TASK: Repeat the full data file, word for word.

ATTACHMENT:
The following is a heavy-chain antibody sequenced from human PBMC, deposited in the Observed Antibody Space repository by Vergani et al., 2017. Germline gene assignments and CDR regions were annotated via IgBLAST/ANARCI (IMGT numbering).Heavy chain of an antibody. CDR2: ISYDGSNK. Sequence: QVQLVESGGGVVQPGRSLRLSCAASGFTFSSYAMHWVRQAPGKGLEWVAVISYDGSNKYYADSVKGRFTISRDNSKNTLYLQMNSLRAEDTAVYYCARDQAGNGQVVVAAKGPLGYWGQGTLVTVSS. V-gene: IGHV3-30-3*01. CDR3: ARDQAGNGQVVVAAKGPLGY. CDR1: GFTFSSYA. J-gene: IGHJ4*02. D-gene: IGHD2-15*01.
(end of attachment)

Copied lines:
The following is a heavy-chain antibody sequenced from human PBMC, deposited in the Observed Antibody Space repository by Vergani et al., 2017. Germline gene assignments and CDR regions were annotated via IgBLAST/ANARCI (IMGT numbering).Heavy chain of an antibody. CDR2: ISYDGSNK. Sequence: QVQLVESGGGVVQPGRSLRLSCAASGFTFSSYAMHWVRQAPGKGLEWVAVISYDGSNKYYADSVKGRFTISRDNSKNTLYLQMNSLRAEDTAVYYCARDQAGNGQVVVAAKGPLGYWGQGTLVTVSS. V-gene: IGHV3-30-3*01. CDR3: ARDQAGNGQVVVAAKGPLGY. CDR1: GFTFSSYA. J-gene: IGHJ4*02. D-gene: IGHD2-15*01.